‘No, no. Just forget it. Thank you.’ He handed the waiter a fifty dollar bill.
‘That’s not necessary.’
‘Please take it. Then you can give that lady over there her receipt.’
‘Thank you sir.’
The waiter came up to Pandora. He shrugged. She thanked him and gave him a five dollar bill. The man came over to her as the waiter left.
‘Sorry about that. Were you scared?’
‘Yes, I was a bit.’
‘The gun wasn’t loaded.’
‘No, not really.’
He put his hand on her quivering arm. It didn’t stop, her quivering.
‘Let’s move out of here. Enough excitement for the moment, don’t you think?’
‘I guess so.’ Pandora was still shaking.
They left the main building of the hotel. They walked together along the curving path towards the bungalow area. It was a walk through a miniature jungle, a beautifully kept jungle of sweating greenery and single flowers, aflame like daytime candles.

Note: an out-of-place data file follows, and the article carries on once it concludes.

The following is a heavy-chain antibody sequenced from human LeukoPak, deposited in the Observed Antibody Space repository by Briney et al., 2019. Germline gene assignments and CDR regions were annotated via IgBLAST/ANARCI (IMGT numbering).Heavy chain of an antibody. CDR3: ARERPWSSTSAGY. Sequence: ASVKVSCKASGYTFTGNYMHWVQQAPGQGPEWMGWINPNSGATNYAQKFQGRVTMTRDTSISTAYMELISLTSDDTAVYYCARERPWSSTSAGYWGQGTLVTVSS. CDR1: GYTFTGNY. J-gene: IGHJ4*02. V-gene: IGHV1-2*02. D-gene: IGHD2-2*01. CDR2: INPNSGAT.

Pandora had no idea why she was walking with this man. Perhaps he was going to tell her what the incident had been about. Perhaps he wanted to ask her to keep quiet about it, like the waiter. Perhaps he was going to offer her a drink to steady her nerves. Well, she could use a drink.
‘My shack’s over there,’ he said pleasantly.
They walked over the little bridge towards a group of terracotta colored bungalows, each with its own palm tree and garden. Hardly shacks. The most expensive hotel accomodation in Los Angeles.
Suddenly Pandora stopped with a cry. The man turned and saw that her high heel had stuck between two wooden slats in the bridge. She laughed. She wiggled her shoe.
‘Take your foot out.’
He bent down and with both hands removed her foot from the shoe. He noticed the pale freckles on her skin that went naturally with her sandy blonde hair. She hopped.
He twisted the shoe heel around to try and release it. It was difficult. She watched as he gave the shoe a jerk. The heel snapped.
‘I’m sorry.’ He looked up at her apologetically.
‘That’s all right,’ she said.
It wasn’t all right really. It was a nuisance.